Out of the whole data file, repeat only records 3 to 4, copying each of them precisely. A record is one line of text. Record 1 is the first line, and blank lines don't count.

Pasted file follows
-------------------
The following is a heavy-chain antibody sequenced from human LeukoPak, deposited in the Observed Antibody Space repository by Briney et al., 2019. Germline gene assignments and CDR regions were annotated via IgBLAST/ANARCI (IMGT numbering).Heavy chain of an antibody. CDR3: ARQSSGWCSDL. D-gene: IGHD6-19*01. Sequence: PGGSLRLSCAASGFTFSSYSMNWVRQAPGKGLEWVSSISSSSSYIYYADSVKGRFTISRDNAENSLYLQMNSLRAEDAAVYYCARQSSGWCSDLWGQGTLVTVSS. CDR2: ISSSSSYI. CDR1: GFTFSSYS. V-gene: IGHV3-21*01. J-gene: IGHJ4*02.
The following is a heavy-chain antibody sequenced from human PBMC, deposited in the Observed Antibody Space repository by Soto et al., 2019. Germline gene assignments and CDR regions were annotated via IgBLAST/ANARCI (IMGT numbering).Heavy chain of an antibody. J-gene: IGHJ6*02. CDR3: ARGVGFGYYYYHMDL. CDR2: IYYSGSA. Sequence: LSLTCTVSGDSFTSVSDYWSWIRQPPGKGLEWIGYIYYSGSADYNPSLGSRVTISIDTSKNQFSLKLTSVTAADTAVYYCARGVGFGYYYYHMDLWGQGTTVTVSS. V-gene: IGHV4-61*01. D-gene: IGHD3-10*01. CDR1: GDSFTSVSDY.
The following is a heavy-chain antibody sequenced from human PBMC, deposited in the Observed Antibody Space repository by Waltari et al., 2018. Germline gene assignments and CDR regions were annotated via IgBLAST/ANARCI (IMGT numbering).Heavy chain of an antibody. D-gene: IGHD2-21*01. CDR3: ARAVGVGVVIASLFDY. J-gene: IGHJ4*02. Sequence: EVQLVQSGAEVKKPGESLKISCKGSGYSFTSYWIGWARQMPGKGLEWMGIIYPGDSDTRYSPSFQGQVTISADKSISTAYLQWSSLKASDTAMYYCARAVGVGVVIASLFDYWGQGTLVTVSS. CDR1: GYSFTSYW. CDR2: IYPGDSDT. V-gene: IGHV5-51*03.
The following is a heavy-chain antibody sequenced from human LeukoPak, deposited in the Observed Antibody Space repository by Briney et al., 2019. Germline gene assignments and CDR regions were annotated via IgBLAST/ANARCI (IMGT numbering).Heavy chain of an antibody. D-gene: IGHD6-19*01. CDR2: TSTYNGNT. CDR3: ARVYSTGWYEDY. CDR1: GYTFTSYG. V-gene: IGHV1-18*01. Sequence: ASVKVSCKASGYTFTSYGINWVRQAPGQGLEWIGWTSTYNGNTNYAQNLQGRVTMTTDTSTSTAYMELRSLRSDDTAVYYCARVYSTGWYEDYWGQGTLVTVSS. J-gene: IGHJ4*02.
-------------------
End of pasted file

The following is a heavy-chain antibody sequenced from human PBMC, deposited in the Observed Antibody Space repository by Waltari et al., 2018. Germline gene assignments and CDR regions were annotated via IgBLAST/ANARCI (IMGT numbering).Heavy chain of an antibody. D-gene: IGHD2-21*01. CDR3: ARAVGVGVVIASLFDY. J-gene: IGHJ4*02. Sequence: EVQLVQSGAEVKKPGESLKISCKGSGYSFTSYWIGWARQMPGKGLEWMGIIYPGDSDTRYSPSFQGQVTISADKSISTAYLQWSSLKASDTAMYYCARAVGVGVVIASLFDYWGQGTLVTVSS. CDR1: GYSFTSYW. CDR2: IYPGDSDT. V-gene: IGHV5-51*03.
The following is a heavy-chain antibody sequenced from human LeukoPak, deposited in the Observed Antibody Space repository by Briney et al., 2019. Germline gene assignments and CDR regions were annotated via IgBLAST/ANARCI (IMGT numbering).Heavy chain of an antibody. D-gene: IGHD6-19*01. CDR2: TSTYNGNT. CDR3: ARVYSTGWYEDY. CDR1: GYTFTSYG. V-gene: IGHV1-18*01. Sequence: ASVKVSCKASGYTFTSYGINWVRQAPGQGLEWIGWTSTYNGNTNYAQNLQGRVTMTTDTSTSTAYMELRSLRSDDTAVYYCARVYSTGWYEDYWGQGTLVTVSS. J-gene: IGHJ4*02.